Daniel Isaiah: Montreal mystic man

Montreal mystic man

Daniel Isaiah: "For such a dinky town, the breadth and depth of the music here is pretty staggering"
Photo: Sophie Samson

Montreal singer and songwriter Daniel Isaiah - you can also add filmmaker to his impressive resumé - finds himself in a pretty good spot these days

After having fronted two buzzworthy local bands at differing points over the last half decade or so – remember Percy Farm and Shoot the Moon? – these days he goes it alone, riding the wave of critical success that followed the release of his first record this past June, the bittersweet High Twilight. Finding himself on the home of the local stars, a.k.a. Secret City Records and their stable of Patrick Watson, Plants and Animals, The Barr Brothers,

etc., Isaiah and his musical wares easily slide in alongside these greats.

Laid to tape at the esteemed Treatment Room, his first solo adventure finds him joined by guests such as Warren Spicer (Plants and Animals), Joe Grass, Mike O’Brien, cellist Claude Lamothe and Sea Oleena. Isaiah’s Cohenesque tongue, Dylanesque twang and Beatlesque melodies roll a vibrant pop into spliffs of country and folk.

Hour: You’re in a pretty unique position, actually being from Montreal and having seen the music circles evolve as a direct participant. What are your impressions as to the scene’s growth over the last decade or so?

Daniel Isaiah: When I was a music-obsessed kid growing up here, the scene was pretty bleak. My friends and I were hungry for music, but there wasn’t a whole lot to get excited about. We had to wait for touring bands to come through town to get what we were looking for, for the most part. When Montreal bands started getting attention in 2004, some local grumps complained that Montreal was always a great music city and that the media was only just finally catching up to us, but that’s not how it was. The scene was sub-mediocre. There was a lot of ska, rave stuff, girls with green hair and sussies in their mouths, acid jazz and bad funk. I moved to Europe for a year in 2002, and when I came back things had changed. There were suddenly all these really interesting bands, and there was a lot of diversity too. I think it’s as good today as it’s ever been. For such a dinky town, the breadth and depth of the music here is pretty staggering.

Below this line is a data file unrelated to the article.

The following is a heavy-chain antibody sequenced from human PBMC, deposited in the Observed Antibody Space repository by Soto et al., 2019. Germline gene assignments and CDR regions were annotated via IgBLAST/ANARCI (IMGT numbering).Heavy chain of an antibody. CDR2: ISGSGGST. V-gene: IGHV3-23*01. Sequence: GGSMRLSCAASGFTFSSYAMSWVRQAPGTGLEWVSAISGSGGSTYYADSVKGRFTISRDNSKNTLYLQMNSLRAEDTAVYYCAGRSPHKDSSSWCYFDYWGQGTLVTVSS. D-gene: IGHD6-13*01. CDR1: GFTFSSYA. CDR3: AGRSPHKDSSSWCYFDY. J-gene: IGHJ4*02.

Hour: Why the decision to go solo, especially after garnering some acclaim with your two previous bands?

Isaiah: I liked playing in bands, but I’m not really a band guy. I’m irritable. I can only tolerate being in a group setting for about an hour or two and then I get cranky and distant. Bands… They’re neurotic and dysfunctional more often than not. And they have a very limited life span. Who wants to hear a band’s third album? Or even worse, their fifth! I never want to hear any band’s fifth album. But I still want to hear what Tom Waits is up to, for instance, or Baby Dee. Funny thing though: Now that I’m solo, I find myself belonging to a band more than ever before. I’ve been playing with Chris Flower [Edmonton-born guitarist and tree planter] and Tara Martin [drummer and dog groomer] for a while, and it’s been the most relaxing, productive musical collaboration I’ve ever been a part of.

Hour: How much are you still involved in filmmaking, and does it inspire or influence your songwriting and vice versa?

Isaiah: Writing songs and making films don’t really have anything to do with one another, as far as I’m concerned. Rhythm is an important part of moviemaking, though that often gets overlooked. But it’s more subtle than in music. It’s a very tricky thing to learn. Sometimes when I see a bad movie, I think about the director, "He’s got no rhythm." I’m not deep into filmmaking. I wrote and directed a short film that did pretty well on the festival circuit [Three Mothers]. We used that fact to pad my bio, so now I get called a filmmaker. But I haven’t produced much at all.

Hour: The critical acclaim for High Twilight has been pretty amazing. As its creator, what would your review of the record be?

Isaiah: I’d call it a masterful record with flashes of insight into the human condition. I’d praise the awe-inspiring opener Anita on the Banks and the achingly beautiful finale, No Mean Dream, and everything in between. And then I’d give it 3 out of 5 stars.

Daniel Isaiah
w/ Grand Chevy
At Casa del Popolo
January 25

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